La Planete Sauvage
If there was one film that had profound influence on my interest in strange science fiction it would be Fantastic Planet (La Planete Sauvage, 1973). At the age of about ten years old I was responsible enough to be left home one night while my parents went next door to visit a neighbor. I settled into the couch and found an animated film airing on the USA Network, which used to show more off-beat things on cable TV of the 1980s. That film was Fantastic Planet, which scared me for years to come but intrigued me with its dark plot, psychedelic creatures, and muted palette. Even at that young age I felt a connection to the deep surrealist mood of this film.
Fantastic Planet Plot
The film jumps right in with a gripping premise: humans (knows as Oms) are a physically smaller and subservient race on a planet ruled by giant blue humanoid beings known as the Draags. The Oms are kept as playthings for the Draags, who appear to be technologically and evolutionarily superior to their human-like pets.
The story begins with a young Om, Terr, who is taken in by a Draag and raised as a pet. As he grows older, Terr begins to understand the oppressive nature of Draag society and becomes involved in a resistance movement of other Oms who seek to reclaim their freedom.
As the resistance movement grows and gains momentum, the Draags become increasingly repressive, leading to a conflict that threatens the very existence of both the Oms and the Draags.
Throughout the film, “Fantastic Planet” explores themes of imperialism, exploitation, and resistance, and its thought-provoking narrative and haunting soundtrack have established it as a classic of animated cinema. The film’s imaginative setting, unique characters, and powerful themes make it a standout in the world of animation and a must-see for fans of science fiction and surrealism.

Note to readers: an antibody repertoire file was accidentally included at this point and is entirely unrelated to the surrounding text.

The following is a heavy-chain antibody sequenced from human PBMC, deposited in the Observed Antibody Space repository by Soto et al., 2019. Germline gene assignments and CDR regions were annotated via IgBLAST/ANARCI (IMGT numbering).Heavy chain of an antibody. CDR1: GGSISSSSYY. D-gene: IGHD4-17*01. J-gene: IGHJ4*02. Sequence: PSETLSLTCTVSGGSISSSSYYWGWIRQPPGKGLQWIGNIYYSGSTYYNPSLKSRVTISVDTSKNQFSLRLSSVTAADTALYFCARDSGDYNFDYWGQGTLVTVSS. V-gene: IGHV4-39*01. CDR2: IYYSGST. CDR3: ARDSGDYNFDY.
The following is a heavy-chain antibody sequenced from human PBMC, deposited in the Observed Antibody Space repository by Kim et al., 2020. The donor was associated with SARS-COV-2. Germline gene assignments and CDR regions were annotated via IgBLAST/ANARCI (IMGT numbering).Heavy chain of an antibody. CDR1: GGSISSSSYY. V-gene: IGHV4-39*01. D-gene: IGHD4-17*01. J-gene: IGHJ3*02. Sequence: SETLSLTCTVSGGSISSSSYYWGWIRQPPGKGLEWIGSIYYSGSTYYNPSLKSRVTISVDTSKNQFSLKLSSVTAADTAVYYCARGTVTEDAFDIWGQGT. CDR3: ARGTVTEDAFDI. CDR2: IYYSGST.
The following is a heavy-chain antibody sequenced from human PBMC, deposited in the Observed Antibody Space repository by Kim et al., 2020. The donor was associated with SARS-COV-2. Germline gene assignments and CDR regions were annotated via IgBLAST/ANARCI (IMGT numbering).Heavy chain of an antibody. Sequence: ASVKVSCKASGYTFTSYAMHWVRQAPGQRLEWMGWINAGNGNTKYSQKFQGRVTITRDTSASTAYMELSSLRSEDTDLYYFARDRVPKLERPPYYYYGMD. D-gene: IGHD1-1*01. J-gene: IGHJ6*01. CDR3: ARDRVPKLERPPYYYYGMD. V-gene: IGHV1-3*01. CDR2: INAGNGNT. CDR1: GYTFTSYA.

Fantastic Planet Creation
Fantastic Planet is a French animated film that was released in 1973 and directed by René Laloux. The film was written by Roland Cosandey. The film’s unique and imaginative visuals were illustrated by Roland Topor, a French artist and writer who was a key figure in the French Surrealist movement. Topor’s contributions to the film’s art and writing helped to establish its distinctive tone and themes.
The film’s script was written by Cosandey and Laloux in collaboration with Topor, and it reflects their unique vision and interest in science fiction, social critique, and surrealism. “Fantastic Planet” explores themes of imperialism, exploitation, and resistance. The film’s portrayal of the Draags as imperialistic oppressors and the humans as oppressed underdogs has been interpreted as a commentary on colonialism and the exploitation of marginalized communities.
Fantastic Planet was a collaboration between Laloux, Cosandey, and Topor, who each brought their unique skills and perspectives to the project. Laloux’s experience as a film director, Cosandey’s background in writing and screenwriting, and Topor’s imaginative illustrations all played a key role in the film’s development and success.
Fantastic Planet Soundtrack
The soundtrack for Fantastic Planet, composed by Alain Goraguer, helps to define the unique tone of this film. The music is a mix of electronic, orchestral, and experimental sounds that dance around jazz and modern music structures. But then the sounds leap out of those boundaries to alien soundscapes that feel uncomfortable at moments. The use of electronic instruments and experimental sounds combined with experimental compositions create a sense of otherworldliness in the film’s music.
Fantastic Planet / La Planete Sauvage Soundtrack on Discogs
Fantastic Planet is available to stream on HBOMax.